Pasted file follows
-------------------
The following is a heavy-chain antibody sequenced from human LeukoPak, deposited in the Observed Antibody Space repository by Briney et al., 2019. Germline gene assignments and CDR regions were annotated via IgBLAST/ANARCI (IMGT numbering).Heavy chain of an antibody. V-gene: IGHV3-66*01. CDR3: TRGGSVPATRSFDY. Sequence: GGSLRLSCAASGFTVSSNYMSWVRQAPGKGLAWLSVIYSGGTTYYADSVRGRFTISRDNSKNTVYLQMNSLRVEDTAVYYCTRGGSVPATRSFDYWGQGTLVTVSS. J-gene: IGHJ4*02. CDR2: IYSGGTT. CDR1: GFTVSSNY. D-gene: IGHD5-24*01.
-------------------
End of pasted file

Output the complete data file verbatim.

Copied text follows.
The following is a heavy-chain antibody sequenced from human LeukoPak, deposited in the Observed Antibody Space repository by Briney et al., 2019. Germline gene assignments and CDR regions were annotated via IgBLAST/ANARCI (IMGT numbering).Heavy chain of an antibody. V-gene: IGHV3-66*01. CDR3: TRGGSVPATRSFDY. Sequence: GGSLRLSCAASGFTVSSNYMSWVRQAPGKGLAWLSVIYSGGTTYYADSVRGRFTISRDNSKNTVYLQMNSLRVEDTAVYYCTRGGSVPATRSFDYWGQGTLVTVSS. J-gene: IGHJ4*02. CDR2: IYSGGTT. CDR1: GFTVSSNY. D-gene: IGHD5-24*01.